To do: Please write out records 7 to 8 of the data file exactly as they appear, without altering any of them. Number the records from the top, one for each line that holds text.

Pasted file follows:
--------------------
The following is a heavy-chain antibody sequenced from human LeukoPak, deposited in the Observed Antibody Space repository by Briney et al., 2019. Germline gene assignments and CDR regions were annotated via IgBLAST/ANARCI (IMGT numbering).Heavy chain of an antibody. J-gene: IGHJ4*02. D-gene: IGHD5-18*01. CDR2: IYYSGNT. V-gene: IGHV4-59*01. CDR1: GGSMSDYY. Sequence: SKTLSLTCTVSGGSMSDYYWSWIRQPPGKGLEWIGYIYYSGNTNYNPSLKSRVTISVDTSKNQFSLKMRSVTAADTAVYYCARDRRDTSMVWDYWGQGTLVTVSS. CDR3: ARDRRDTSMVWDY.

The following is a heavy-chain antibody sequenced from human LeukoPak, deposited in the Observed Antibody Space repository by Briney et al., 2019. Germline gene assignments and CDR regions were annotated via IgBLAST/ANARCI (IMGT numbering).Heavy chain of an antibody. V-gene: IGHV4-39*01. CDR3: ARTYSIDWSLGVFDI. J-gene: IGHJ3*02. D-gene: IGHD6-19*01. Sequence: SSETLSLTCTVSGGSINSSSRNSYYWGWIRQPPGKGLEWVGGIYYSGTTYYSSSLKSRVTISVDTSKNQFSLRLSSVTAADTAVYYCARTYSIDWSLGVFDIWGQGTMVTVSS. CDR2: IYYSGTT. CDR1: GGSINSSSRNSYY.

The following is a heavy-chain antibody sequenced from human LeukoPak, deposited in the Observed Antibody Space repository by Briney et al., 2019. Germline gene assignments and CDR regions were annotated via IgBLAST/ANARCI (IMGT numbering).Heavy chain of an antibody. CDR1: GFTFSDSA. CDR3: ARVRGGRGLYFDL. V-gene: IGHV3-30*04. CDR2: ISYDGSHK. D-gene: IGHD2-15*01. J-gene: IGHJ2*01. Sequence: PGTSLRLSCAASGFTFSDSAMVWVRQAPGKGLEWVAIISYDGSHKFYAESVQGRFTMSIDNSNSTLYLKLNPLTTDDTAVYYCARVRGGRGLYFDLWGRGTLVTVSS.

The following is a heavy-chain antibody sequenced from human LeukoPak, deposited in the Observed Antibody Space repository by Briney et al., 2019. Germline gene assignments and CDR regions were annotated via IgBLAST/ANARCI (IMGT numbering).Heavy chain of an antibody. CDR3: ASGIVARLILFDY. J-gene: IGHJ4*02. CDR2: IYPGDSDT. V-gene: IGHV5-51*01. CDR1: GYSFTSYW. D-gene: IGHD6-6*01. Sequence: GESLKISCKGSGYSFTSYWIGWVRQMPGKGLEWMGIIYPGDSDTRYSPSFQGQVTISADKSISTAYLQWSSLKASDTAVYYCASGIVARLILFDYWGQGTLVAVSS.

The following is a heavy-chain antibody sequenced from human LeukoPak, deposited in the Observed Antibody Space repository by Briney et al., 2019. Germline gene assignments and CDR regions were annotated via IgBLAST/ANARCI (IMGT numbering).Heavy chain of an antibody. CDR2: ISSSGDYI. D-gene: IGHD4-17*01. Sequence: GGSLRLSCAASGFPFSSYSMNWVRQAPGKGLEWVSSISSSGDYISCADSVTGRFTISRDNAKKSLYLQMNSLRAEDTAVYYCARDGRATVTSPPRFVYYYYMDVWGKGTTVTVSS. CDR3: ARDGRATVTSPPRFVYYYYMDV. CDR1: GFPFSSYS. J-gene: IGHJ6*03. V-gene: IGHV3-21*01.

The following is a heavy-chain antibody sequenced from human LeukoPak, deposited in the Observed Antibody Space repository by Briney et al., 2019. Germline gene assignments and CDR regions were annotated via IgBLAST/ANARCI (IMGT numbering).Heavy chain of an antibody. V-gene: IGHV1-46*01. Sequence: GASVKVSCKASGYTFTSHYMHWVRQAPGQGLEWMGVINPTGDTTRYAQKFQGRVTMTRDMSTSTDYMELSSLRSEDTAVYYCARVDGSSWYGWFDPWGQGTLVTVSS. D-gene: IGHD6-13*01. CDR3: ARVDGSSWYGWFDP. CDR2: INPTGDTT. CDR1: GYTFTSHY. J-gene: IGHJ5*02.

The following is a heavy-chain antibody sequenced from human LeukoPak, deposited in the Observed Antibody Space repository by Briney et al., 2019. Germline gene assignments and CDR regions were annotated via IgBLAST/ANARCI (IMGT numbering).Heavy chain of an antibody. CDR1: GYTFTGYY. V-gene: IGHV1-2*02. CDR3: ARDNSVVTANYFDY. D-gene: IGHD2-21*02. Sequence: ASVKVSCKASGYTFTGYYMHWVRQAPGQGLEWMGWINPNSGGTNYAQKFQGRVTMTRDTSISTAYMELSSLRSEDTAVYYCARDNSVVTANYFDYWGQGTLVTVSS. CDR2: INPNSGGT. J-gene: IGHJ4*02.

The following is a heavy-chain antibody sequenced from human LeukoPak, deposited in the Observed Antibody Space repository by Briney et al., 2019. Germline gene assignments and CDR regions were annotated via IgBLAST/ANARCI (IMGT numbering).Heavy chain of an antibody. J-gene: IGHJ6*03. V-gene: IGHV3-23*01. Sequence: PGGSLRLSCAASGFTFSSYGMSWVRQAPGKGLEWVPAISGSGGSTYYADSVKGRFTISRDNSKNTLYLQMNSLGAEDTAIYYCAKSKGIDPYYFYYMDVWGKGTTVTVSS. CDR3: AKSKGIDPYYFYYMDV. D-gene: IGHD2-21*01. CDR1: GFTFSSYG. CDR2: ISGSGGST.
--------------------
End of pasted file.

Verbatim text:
The following is a heavy-chain antibody sequenced from human LeukoPak, deposited in the Observed Antibody Space repository by Briney et al., 2019. Germline gene assignments and CDR regions were annotated via IgBLAST/ANARCI (IMGT numbering).Heavy chain of an antibody. CDR1: GYTFTGYY. V-gene: IGHV1-2*02. CDR3: ARDNSVVTANYFDY. D-gene: IGHD2-21*02. Sequence: ASVKVSCKASGYTFTGYYMHWVRQAPGQGLEWMGWINPNSGGTNYAQKFQGRVTMTRDTSISTAYMELSSLRSEDTAVYYCARDNSVVTANYFDYWGQGTLVTVSS. CDR2: INPNSGGT. J-gene: IGHJ4*02.

The following is a heavy-chain antibody sequenced from human LeukoPak, deposited in the Observed Antibody Space repository by Briney et al., 2019. Germline gene assignments and CDR regions were annotated via IgBLAST/ANARCI (IMGT numbering).Heavy chain of an antibody. J-gene: IGHJ6*03. V-gene: IGHV3-23*01. Sequence: PGGSLRLSCAASGFTFSSYGMSWVRQAPGKGLEWVPAISGSGGSTYYADSVKGRFTISRDNSKNTLYLQMNSLGAEDTAIYYCAKSKGIDPYYFYYMDVWGKGTTVTVSS. CDR3: AKSKGIDPYYFYYMDV. D-gene: IGHD2-21*01. CDR1: GFTFSSYG. CDR2: ISGSGGST.